We have backed a European-focused discretionary equity market neutral strategy driven by an ESG approach that seeks both to engage constructively with companies to reduce emissions, as well as achieve uncorrelated returns. We provided seed capital for this strategy almost three years ago and it now has over 30 additional investors.

Returns last year were boosted by the allocation to our quantitative (low net) dynamic equity strategy. This strategy has a 19-year heritage, and we see continued opportunity for that strategy in the years ahead. In addition, we are incubating a very interesting global equity capital markets arbitrage strategy to take advantage of the huge activity and planned activity in ECM and other arbitrage opportunities over the coming years.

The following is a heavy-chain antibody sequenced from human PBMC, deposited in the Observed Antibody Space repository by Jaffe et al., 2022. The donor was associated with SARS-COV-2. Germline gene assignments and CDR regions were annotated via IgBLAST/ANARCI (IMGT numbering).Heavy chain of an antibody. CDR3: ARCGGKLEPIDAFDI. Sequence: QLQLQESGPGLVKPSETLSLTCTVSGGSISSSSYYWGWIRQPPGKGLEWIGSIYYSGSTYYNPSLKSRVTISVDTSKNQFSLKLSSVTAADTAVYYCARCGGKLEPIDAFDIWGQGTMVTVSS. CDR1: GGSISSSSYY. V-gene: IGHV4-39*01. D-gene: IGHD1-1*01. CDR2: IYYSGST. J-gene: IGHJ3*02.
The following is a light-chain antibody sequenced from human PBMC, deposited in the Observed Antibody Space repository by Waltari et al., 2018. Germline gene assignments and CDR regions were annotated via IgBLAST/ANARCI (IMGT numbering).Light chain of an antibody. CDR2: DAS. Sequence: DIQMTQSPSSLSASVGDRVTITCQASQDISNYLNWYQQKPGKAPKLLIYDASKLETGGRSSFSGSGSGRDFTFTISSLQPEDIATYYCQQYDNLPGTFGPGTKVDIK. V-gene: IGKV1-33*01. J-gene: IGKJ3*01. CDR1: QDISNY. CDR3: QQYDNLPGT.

Each of these meets the principle of expecting to deliver positive returns over a rolling three-year period, with low correlation to what we expect to be potentially quite volatile markets in 2022.

Trium has pioneered a hedge fund strategy that has utilised ESG as a means to generate expected alpha. Back in late 2018, while Joe Mares (ex-GLG and Moore Capital) developed the strategy, there were a lot of naysayers who stated they believed that incorporating ESG criteria, would reduce returns. I am glad to say that conversation has well and truly moved on. Investors understand that ignoring ESG criteria is not consistent with trustees fulfilling their fiduciary responsibility.

We expect more hedge funds to genuinely embrace ESG principles and use these to drive return generation. This will satisfy the growing demand we are seeing from investors for such strategies.